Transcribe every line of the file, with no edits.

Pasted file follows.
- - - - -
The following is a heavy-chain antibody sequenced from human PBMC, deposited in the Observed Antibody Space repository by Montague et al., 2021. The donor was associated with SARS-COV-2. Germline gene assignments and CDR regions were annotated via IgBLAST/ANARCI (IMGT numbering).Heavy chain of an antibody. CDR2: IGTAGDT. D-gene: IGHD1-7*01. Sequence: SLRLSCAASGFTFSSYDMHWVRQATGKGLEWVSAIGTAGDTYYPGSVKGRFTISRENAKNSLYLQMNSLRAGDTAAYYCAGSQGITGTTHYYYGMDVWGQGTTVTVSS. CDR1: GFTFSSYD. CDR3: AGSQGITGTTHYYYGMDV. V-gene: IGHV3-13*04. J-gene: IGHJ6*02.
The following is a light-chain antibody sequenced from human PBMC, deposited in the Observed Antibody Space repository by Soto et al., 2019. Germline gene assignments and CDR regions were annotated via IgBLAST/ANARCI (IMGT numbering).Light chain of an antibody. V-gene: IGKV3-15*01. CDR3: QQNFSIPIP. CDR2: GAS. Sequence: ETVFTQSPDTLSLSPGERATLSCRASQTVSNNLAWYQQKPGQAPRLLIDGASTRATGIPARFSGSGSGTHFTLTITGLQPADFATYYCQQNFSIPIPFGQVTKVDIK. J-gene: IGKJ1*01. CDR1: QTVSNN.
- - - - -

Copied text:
The following is a heavy-chain antibody sequenced from human PBMC, deposited in the Observed Antibody Space repository by Montague et al., 2021. The donor was associated with SARS-COV-2. Germline gene assignments and CDR regions were annotated via IgBLAST/ANARCI (IMGT numbering).Heavy chain of an antibody. CDR2: IGTAGDT. D-gene: IGHD1-7*01. Sequence: SLRLSCAASGFTFSSYDMHWVRQATGKGLEWVSAIGTAGDTYYPGSVKGRFTISRENAKNSLYLQMNSLRAGDTAAYYCAGSQGITGTTHYYYGMDVWGQGTTVTVSS. CDR1: GFTFSSYD. CDR3: AGSQGITGTTHYYYGMDV. V-gene: IGHV3-13*04. J-gene: IGHJ6*02.
The following is a light-chain antibody sequenced from human PBMC, deposited in the Observed Antibody Space repository by Soto et al., 2019. Germline gene assignments and CDR regions were annotated via IgBLAST/ANARCI (IMGT numbering).Light chain of an antibody. V-gene: IGKV3-15*01. CDR3: QQNFSIPIP. CDR2: GAS. Sequence: ETVFTQSPDTLSLSPGERATLSCRASQTVSNNLAWYQQKPGQAPRLLIDGASTRATGIPARFSGSGSGTHFTLTITGLQPADFATYYCQQNFSIPIPFGQVTKVDIK. J-gene: IGKJ1*01. CDR1: QTVSNN.